How much was first prize money in the inaugural World Snooker Championship?

Nowadays, the World Snooker Championship is the most prestigious, and valuable, tournament in professional snooker, with the 2022 winner, Ronnie O’Sullivan, receiving £500,000 in prize money. It is also the oldest, having been established, as the Professional Snooker Championship, in 1927.

The Professional Snooker Championship was the brainchild of professional billiards player Joseph ‘Joe’ Davis and billiard hall manager William ‘Bill’ Camkin. Recognising the growing popularity of the 22-ball game, the pair persuaded the governing body, the Billiards Association and Control Council (BACC), to sanction a professional snooker tournament.

The snooker was intended an auxiliary attraction to existing billiard matches, played at various venues across the country, with a single frame of snooker played at the end of each billiards session. Nevertheless, the championship attracted ten entries, including most of the leading billiards players of the day and all bar three of them paid the five-guinea entry fee for the Professional Snooker Championship.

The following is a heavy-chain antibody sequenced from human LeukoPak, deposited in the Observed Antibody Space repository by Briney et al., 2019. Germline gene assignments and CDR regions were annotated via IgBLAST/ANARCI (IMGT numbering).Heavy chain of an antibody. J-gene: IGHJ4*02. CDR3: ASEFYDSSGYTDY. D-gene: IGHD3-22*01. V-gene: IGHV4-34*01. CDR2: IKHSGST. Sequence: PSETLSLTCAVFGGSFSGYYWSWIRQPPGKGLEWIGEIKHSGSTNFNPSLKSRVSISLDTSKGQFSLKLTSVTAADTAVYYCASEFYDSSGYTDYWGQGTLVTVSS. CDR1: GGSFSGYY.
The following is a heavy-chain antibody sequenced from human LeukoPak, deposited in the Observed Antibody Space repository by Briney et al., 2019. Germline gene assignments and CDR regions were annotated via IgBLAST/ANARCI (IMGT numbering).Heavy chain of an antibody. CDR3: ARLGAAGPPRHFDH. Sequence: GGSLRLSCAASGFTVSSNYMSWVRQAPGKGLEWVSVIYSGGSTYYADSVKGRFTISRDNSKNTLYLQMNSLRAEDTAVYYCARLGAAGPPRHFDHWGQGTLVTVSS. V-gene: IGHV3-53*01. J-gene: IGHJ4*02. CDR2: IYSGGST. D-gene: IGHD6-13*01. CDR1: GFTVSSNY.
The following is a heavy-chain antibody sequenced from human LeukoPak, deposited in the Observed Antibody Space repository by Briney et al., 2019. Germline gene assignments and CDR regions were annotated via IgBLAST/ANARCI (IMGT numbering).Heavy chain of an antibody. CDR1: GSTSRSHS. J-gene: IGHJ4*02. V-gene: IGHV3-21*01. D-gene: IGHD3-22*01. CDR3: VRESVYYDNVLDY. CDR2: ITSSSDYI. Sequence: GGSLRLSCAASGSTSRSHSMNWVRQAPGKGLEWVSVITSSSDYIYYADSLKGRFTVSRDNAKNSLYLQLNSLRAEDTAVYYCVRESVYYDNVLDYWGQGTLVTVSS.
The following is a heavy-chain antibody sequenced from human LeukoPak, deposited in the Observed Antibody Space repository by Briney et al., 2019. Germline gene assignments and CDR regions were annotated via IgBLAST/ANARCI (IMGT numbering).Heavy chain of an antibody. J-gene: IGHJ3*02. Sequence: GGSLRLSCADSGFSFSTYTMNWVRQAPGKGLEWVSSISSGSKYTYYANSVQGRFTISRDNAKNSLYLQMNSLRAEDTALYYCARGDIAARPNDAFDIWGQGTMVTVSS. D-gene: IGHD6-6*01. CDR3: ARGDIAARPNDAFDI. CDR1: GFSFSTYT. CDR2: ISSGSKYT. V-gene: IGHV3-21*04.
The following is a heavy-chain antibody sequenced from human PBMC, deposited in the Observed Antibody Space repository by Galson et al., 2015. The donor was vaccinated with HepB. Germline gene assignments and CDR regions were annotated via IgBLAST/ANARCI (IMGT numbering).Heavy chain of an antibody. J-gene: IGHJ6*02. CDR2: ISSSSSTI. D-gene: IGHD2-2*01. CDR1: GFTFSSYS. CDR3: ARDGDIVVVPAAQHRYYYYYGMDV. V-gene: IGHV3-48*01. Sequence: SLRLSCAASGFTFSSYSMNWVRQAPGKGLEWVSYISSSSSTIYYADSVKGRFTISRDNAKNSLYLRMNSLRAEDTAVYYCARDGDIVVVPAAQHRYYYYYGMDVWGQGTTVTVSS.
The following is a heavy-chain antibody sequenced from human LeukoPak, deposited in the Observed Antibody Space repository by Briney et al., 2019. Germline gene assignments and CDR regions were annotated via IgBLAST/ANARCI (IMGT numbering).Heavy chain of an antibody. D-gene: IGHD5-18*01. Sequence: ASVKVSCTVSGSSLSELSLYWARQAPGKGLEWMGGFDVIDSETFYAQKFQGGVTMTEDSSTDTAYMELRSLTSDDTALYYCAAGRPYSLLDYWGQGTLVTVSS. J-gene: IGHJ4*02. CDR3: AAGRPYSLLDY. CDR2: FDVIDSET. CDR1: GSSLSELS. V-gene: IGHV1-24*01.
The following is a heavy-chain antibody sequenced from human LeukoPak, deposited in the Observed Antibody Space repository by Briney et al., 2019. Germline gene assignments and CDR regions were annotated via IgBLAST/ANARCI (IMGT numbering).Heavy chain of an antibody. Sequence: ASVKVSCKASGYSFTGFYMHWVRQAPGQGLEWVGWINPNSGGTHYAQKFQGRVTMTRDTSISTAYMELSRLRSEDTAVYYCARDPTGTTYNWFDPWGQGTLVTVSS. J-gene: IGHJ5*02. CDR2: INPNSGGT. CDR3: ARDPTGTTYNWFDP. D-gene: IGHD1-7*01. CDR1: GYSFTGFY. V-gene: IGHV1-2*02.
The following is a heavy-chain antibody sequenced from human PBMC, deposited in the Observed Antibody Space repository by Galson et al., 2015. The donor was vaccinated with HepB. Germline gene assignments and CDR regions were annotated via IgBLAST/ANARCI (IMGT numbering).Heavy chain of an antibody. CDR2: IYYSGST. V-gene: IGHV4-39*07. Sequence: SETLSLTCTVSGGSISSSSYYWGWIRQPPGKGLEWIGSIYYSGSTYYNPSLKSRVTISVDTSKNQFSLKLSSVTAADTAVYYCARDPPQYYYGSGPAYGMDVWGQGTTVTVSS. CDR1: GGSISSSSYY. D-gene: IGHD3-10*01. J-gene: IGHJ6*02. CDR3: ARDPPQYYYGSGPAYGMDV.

The best-of-31 frame final was staged at Camkin’s Hall in John Bright Street, Birmingham between May 9 and May 12, 1927, with Camkin himself acting as referee. Joe Davis proved far too good for his opponent, Thomas ‘Tom’ Dennis, winning the first seven frames on his way to establishing a winning 16-7 lead, which became 20-11 after the remaining ‘dead’ frames.

Davis received the distinctive silver World Championship trophy – which is still in use today – and first prize money of £6/10/–, from gate receipts, for his trouble. He would go on to dominate professional snooker, winning the Professional Snooker Championship, or World’s Professional Snooker Championship, as it became in 1935, on 15 consecutive occasions between 1927 and 1946 – no tournament was held between 1941 and 1945 – before retiring unbeaten.